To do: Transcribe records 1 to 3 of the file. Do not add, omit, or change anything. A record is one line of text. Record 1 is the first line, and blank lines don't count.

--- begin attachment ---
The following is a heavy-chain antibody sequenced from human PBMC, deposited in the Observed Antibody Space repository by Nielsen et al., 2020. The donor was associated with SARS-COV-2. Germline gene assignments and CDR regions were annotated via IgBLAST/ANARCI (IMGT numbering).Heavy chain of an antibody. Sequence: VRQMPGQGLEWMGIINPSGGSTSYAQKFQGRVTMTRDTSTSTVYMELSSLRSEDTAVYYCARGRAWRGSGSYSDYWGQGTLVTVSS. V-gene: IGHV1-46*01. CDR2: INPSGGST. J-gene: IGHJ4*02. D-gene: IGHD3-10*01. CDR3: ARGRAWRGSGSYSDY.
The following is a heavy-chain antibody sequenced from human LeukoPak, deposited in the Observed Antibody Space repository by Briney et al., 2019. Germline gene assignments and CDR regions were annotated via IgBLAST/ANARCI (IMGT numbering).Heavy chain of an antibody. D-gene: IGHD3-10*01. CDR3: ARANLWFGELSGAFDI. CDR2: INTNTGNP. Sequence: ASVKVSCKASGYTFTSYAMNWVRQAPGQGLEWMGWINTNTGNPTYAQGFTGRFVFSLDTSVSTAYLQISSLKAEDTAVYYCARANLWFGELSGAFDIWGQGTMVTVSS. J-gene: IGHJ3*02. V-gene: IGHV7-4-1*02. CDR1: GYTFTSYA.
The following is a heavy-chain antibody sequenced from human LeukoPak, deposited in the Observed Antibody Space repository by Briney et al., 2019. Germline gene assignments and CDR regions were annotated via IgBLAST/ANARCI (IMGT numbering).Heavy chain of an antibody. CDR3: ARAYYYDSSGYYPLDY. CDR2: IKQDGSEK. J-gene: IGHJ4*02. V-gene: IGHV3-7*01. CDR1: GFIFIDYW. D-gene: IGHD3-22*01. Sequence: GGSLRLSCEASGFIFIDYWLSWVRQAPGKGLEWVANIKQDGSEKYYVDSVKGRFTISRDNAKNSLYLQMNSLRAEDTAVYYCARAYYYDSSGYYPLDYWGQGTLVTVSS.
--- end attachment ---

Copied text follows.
The following is a heavy-chain antibody sequenced from human PBMC, deposited in the Observed Antibody Space repository by Nielsen et al., 2020. The donor was associated with SARS-COV-2. Germline gene assignments and CDR regions were annotated via IgBLAST/ANARCI (IMGT numbering).Heavy chain of an antibody. Sequence: VRQMPGQGLEWMGIINPSGGSTSYAQKFQGRVTMTRDTSTSTVYMELSSLRSEDTAVYYCARGRAWRGSGSYSDYWGQGTLVTVSS. V-gene: IGHV1-46*01. CDR2: INPSGGST. J-gene: IGHJ4*02. D-gene: IGHD3-10*01. CDR3: ARGRAWRGSGSYSDY.
The following is a heavy-chain antibody sequenced from human LeukoPak, deposited in the Observed Antibody Space repository by Briney et al., 2019. Germline gene assignments and CDR regions were annotated via IgBLAST/ANARCI (IMGT numbering).Heavy chain of an antibody. D-gene: IGHD3-10*01. CDR3: ARANLWFGELSGAFDI. CDR2: INTNTGNP. Sequence: ASVKVSCKASGYTFTSYAMNWVRQAPGQGLEWMGWINTNTGNPTYAQGFTGRFVFSLDTSVSTAYLQISSLKAEDTAVYYCARANLWFGELSGAFDIWGQGTMVTVSS. J-gene: IGHJ3*02. V-gene: IGHV7-4-1*02. CDR1: GYTFTSYA.
The following is a heavy-chain antibody sequenced from human LeukoPak, deposited in the Observed Antibody Space repository by Briney et al., 2019. Germline gene assignments and CDR regions were annotated via IgBLAST/ANARCI (IMGT numbering).Heavy chain of an antibody. CDR3: ARAYYYDSSGYYPLDY. CDR2: IKQDGSEK. J-gene: IGHJ4*02. V-gene: IGHV3-7*01. CDR1: GFIFIDYW. D-gene: IGHD3-22*01. Sequence: GGSLRLSCEASGFIFIDYWLSWVRQAPGKGLEWVANIKQDGSEKYYVDSVKGRFTISRDNAKNSLYLQMNSLRAEDTAVYYCARAYYYDSSGYYPLDYWGQGTLVTVSS.